Concerns that official Ankara is using two Greek servicemen held in the neighboring country as "bargaining chips" to pressure Athens for the return of eight Turkish officers acquired more weight over the weekend, with none other than Recep Tayyip Erdogan saying he's "open to the prospect".
Speaking on the pro-government NTV television network, the increasingly authoritarian Erdogan said he would consider the release of the two Greeks, which remain incarcerated in Turkey since March 1, if Greece extradites the eight Turks. The latter, army officers and NCOs, fled to Greece aboard a military helicopter immediately after a July 2016 coup collapsed in the neighboring country. Ankara considers the men as Gulenist coup conspirators.
In describing a "grand bazaar"-like diplomatic scheme, Erdogan was quoted by AFP as saying:
"They are asking us to give back the Greek soldiers, and we told them, 'if you have such a request you must give us the Gulenist soldiers involved in the coup against our state ... If they surrender them to us, we will re-examine the situation with the Greek soldiers," he added.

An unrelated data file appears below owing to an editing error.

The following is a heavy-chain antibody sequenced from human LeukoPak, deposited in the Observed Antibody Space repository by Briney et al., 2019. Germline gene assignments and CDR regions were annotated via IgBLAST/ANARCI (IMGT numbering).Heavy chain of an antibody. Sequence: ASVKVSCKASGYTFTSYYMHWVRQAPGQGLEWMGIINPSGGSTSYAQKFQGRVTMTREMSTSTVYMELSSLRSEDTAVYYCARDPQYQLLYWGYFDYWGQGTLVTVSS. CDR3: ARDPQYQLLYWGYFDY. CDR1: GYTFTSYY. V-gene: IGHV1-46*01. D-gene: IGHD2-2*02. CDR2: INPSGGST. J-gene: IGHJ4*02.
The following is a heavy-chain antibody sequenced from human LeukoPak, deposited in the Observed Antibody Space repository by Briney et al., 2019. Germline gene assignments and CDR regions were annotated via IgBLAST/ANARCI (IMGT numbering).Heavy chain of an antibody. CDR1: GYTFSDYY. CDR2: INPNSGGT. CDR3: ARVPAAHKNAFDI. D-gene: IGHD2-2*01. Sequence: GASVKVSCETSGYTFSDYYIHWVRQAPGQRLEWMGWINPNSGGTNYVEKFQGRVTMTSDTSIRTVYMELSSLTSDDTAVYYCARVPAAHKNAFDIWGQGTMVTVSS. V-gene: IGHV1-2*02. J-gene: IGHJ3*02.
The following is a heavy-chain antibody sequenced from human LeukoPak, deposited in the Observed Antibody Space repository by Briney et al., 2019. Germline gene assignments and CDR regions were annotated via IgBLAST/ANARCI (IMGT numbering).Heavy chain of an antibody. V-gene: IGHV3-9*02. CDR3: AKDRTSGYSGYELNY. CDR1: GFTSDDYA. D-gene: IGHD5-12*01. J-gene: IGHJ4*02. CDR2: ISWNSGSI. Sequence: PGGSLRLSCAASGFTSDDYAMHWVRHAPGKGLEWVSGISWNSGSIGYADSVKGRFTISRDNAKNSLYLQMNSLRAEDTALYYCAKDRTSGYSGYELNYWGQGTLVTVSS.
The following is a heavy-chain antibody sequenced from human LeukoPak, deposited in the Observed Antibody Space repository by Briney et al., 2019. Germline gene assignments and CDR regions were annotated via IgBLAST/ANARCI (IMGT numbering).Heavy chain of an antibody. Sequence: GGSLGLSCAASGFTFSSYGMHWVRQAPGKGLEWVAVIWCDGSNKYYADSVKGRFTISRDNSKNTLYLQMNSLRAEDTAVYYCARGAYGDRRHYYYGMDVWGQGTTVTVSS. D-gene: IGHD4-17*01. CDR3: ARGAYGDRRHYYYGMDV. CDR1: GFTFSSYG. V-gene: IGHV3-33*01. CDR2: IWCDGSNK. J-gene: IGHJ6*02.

Meanwhile, in another Greece-related statement by Erdogan, in the same television interview he said Ankara does not desire more tension in the Aegean, "but wants peace".
His statement comes after a barrage of criticism and threats aimed at Athens by top Turkish government officials over the recent period, some of whom claimed Greece was sheltering terrorists.
"We need peace now," was the comment attributed to Erdogan. "After all, peace with you (Greece) doesn't resemble others."
He also said Greek PM Alexis Tsipras was "young and dynamic", as he wants to take a "new step forward."